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Indian Navy Inducts Its First Submarine Rescue Vessel

© AFP 2021 / SEBASTIAN D'SOUZAA Indian kilo class submarine is anchored off the shore of the Gateway of India (File)
A Indian kilo class submarine is anchored off the shore of the Gateway of India (File) - Sputnik International
Joining the elite club of nations, the Indian Navy has commissioned its first deep submergence rescue vehicle (DSRV) along with associated equipment- built by the UK’s James Fisher & Sons.

New Delhi (Sputnik): The vessel was commissioned at the naval dockyard in Mumbai on Wednesday morning by the Indian Navy chief Admiral Sunil Lanba after the western naval command successfully concluded the maiden trials of the DSRV, which has ushered in a niche capability of submarine rescue into the Navy. The second DSRV will be inducted at Visakhapatnam, the Navy's other submarine base on the eastern seaboard, in 2019.

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The DSRV is capable of diving over 666 meters, the Remote Operations Vehicle (ROV) dives to 750 meters and the side scan sonar dives to 650 meters. To ensure early mobilization, the system has been procured in a flyaway configuration which permits rapid transportation of the rescue system from the base to the exact location of the distressed submarine by transportation using air/land/sea vessels.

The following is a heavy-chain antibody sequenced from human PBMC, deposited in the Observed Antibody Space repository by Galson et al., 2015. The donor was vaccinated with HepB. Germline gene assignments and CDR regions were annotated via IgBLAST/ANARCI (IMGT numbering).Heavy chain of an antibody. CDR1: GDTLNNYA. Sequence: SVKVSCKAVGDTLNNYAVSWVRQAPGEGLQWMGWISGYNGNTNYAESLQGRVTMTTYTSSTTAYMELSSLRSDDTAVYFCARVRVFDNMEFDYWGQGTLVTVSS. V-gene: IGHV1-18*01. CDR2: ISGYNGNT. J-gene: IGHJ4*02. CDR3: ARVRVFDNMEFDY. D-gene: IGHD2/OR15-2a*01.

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The Indian Navy which currently has 15 submarines, most of which are over two decades old, has been grappling with rudimentary submarine rescue capabilities comprising rescue "bells", which are containers that can be lowered to the submarine in distress up to a maximum of 150 metres and which the Navy can only operate from its diving support ship, the INS Nireekshak.

In 2013 and 2014, the Indian Navy lost two of its "Kilo" class submarine — INS Sindhurakshak and INS Sindhuratna with a large number of sailors on board. The accidents had prompted the then Navy Chief Admiral DK Joshi to relinquish his post.

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